Lanterman’s Mill


Lantermans Mill

Today’s Photo: Lanterman’s Mill

This is a great place to take the family to learn about history. There is a historic mill and an awesome covered bridge. Here is the history of the mill from the Metroparks website:

“At the end of the 18th century the land surrounding a beautiful, natural waterfall, now known as Lanterman’s Falls, belonged to John Young, founder of Youngstown. In August 1797 Young’s surveyors, Isaac Powers and Phineas Hill, set out to explore the then unnamed Mill Creek.

Coming upon the Falls, the two men immediately recognized the potential of the site for a mill. Hill offered to purchase the 300 acres  surrounding the Falls. Young stipulated, as a condition of the sale, that Hill must build a saw- and gristmill on the site within eighteen months of the purchase. Hill agreed and contracted with fellow explorer Isaac Powers to construct the mill.

The first mill was built of logs from the site. Millstones were cut from granite boulders found in the area of what is now Fifth Avenue at Rayen  avenue. This mill operated from 1799 to 1822. In 1823 the original mill was replaced by a second mill. Built by Eli Baldwin, this frame structure served only as a gristmill. Baldwin’s mill operated until 1843 when a flood washed it away. A grinding stone from this mill can still be seen resting in the creekbed 500 feet downstream of the Falls.

The current frame structure was built in 1845-46 by German Lanterman and his brother-in-law Samuel Kimberly. German and his wife Sally Ann owned a large tract of land around the Falls. Lanterman’s Mill was the third mill constructed at the Falls and was used solely as a gristmill. It is believed that this mill was originally powered by an overshot wheel, the type presently being used, but was later converted to turbines prior to its closing in 1888. Lanterman’s Mill was a highly successful operation, utilizing three sets of grinding stones. Historians speculate that its downfall was due to the advent of roller mills which were much more efficient and less costly to run. After closing, the Mill stood in a state of disrepair until purchased by the Park in 1892. As an early Park facility, the building held a ballroom, a concession stand, and bathhouse for swimmers. Swimming continued in the Pool of Shadows until 1917. The upper floors were used for boat storage during the winter.

In 1933 the first floor was converted into a nature museum, then into the Park’s historical museum in 1972. Lanterman’s Mill was entered in the National Register of Historic Places by the United States Department of the Interior in 1976. During the years that the Mill served as a nature museum, generations of area residents spent countless hours viewing the hundreds of mounted birds, mammals, and other natural history exhibits. Thousands of civic and school groups toured the Mill, while captivated Park visitors made it the subject of poems, songs, photographs, and paintings.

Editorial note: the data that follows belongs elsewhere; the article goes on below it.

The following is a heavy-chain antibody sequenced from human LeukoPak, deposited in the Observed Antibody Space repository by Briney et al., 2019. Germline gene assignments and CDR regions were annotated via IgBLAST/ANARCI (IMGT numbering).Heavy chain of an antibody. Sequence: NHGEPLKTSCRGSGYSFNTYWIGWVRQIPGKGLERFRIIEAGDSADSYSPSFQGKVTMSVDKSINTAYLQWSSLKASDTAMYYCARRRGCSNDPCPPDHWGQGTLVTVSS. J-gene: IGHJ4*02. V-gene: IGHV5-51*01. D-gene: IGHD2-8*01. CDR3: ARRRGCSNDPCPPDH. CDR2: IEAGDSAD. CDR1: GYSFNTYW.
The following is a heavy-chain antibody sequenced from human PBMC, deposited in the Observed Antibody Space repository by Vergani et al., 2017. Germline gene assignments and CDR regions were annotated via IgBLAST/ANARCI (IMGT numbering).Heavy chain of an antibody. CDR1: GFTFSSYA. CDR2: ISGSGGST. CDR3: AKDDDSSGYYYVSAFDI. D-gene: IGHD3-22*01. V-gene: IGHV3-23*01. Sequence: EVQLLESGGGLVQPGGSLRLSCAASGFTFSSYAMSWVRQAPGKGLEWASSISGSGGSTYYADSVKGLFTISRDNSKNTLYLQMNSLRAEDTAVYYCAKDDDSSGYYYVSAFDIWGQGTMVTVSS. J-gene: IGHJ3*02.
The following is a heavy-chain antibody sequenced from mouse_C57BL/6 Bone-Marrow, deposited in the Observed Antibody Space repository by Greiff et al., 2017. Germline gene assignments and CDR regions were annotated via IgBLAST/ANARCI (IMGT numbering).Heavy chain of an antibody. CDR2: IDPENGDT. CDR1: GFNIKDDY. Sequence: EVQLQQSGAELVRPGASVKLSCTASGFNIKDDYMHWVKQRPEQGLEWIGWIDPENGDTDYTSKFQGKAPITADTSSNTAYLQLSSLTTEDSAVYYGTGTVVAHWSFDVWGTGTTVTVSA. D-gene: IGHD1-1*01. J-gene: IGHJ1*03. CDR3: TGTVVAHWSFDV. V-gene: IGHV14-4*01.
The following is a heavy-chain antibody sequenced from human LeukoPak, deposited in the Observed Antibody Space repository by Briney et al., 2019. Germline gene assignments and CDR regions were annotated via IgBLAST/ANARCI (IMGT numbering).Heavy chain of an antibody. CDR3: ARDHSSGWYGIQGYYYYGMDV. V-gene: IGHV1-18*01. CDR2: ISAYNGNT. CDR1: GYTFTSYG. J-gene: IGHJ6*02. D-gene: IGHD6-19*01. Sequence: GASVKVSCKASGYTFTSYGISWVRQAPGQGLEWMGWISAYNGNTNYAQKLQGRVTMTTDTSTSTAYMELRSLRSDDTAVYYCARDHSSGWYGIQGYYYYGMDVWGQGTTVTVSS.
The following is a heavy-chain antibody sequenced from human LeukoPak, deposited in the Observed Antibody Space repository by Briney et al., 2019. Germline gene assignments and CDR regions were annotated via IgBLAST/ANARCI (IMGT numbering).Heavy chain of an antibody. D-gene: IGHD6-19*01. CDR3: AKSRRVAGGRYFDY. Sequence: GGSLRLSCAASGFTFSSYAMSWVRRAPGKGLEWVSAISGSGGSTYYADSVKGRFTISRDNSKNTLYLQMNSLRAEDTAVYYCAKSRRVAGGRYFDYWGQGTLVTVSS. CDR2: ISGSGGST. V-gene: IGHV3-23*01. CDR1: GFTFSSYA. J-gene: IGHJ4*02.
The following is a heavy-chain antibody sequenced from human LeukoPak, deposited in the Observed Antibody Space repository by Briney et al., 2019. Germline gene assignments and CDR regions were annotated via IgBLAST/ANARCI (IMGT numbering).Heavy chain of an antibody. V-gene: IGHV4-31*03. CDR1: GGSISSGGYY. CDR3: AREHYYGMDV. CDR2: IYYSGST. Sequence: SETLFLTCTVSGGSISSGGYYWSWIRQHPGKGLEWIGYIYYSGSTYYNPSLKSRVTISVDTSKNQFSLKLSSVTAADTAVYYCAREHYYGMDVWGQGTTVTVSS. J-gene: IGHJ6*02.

The renovation of Lanterman’s Mill was no small feat. Many obstacles had to be overcome during the costly and painstaking renovation which began in 1982. Historical records and original blueprints depicting the operation of Lanterman’s Mill were nonexistent. An archeological dig was organized by Dr. John White, professor of anthropology at Youngstown State University, yielding valuable artifacts and the location of the original raceway, proving the existence of an earlier water wheel.

As research continued, the Park searched for an expert gristmill renovator to tackle the complicated project. Lorin Cameron and his sons from Damascus, Ohio, were commissioned after the Park learned of their superior restorations of Gaston’s Mill in Beaver Creek State Park and Garretts Mill in Garrettsville, Ohio.

With research and expert talents in hand the Park now only lacked funding for the project. The Florence and Ward Beecher Foundations made the restoration a reality with a $600,000 grant to the Mill Creek Park Foundation. The work could now begin.

Work commenced in the Camerons’ Damascus workshop. Although much of the needed antique machinery was purchased, the Camerons had to craft by hand many of the fittings, elevator shafts, and housings–not to mention the massive four-ton water wheel. While the Camerons worked on the machinery, the mill underwent a complete structural facelift. Footers and beams were replaced; connections were reinforced; a new roof was installed; and new windows, doors, and siding completed the transformation. Now the Camerons could transport the components of the inner workings to the mill. The wheel, marked piece by piece and disassembled, was rebuilt in its present location.

Exterior improvements included a new observation deck and walkways. An additional course was placed upon the existing log dam, ensuring an adequate supply of water to the Mill. More than a century after its closing, Lanterman’s Mill runs again. Cross the Mill’s threshold, and transport yourself into a bygone era, rich with the remarkable legacy of early settlers.”

For more info:

Quote of the day:

“I have not failed.  I’vejust found 10,000 ways that won’t work.” — Thomas Edison



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